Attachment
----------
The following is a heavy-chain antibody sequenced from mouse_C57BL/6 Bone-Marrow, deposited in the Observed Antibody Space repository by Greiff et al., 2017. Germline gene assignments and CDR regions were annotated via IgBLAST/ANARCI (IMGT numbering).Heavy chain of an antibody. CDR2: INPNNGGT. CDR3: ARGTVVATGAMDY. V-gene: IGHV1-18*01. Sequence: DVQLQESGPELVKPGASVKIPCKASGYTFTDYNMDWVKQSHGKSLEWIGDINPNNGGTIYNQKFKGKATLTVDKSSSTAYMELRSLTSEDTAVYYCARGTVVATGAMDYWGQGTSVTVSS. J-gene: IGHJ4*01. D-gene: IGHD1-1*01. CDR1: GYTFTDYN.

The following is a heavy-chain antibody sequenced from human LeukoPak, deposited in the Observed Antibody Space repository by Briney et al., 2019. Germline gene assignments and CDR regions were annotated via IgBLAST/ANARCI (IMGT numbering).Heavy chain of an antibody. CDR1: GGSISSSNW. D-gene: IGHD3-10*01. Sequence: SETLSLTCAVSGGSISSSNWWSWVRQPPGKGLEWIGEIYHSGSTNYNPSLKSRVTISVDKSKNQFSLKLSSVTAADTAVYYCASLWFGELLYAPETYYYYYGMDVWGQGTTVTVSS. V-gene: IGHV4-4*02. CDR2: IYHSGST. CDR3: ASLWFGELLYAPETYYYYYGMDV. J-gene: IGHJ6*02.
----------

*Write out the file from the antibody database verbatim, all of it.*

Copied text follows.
The following is a heavy-chain antibody sequenced from mouse_C57BL/6 Bone-Marrow, deposited in the Observed Antibody Space repository by Greiff et al., 2017. Germline gene assignments and CDR regions were annotated via IgBLAST/ANARCI (IMGT numbering).Heavy chain of an antibody. CDR2: INPNNGGT. CDR3: ARGTVVATGAMDY. V-gene: IGHV1-18*01. Sequence: DVQLQESGPELVKPGASVKIPCKASGYTFTDYNMDWVKQSHGKSLEWIGDINPNNGGTIYNQKFKGKATLTVDKSSSTAYMELRSLTSEDTAVYYCARGTVVATGAMDYWGQGTSVTVSS. J-gene: IGHJ4*01. D-gene: IGHD1-1*01. CDR1: GYTFTDYN.

The following is a heavy-chain antibody sequenced from human LeukoPak, deposited in the Observed Antibody Space repository by Briney et al., 2019. Germline gene assignments and CDR regions were annotated via IgBLAST/ANARCI (IMGT numbering).Heavy chain of an antibody. CDR1: GGSISSSNW. D-gene: IGHD3-10*01. Sequence: SETLSLTCAVSGGSISSSNWWSWVRQPPGKGLEWIGEIYHSGSTNYNPSLKSRVTISVDKSKNQFSLKLSSVTAADTAVYYCASLWFGELLYAPETYYYYYGMDVWGQGTTVTVSS. V-gene: IGHV4-4*02. CDR2: IYHSGST. CDR3: ASLWFGELLYAPETYYYYYGMDV. J-gene: IGHJ6*02.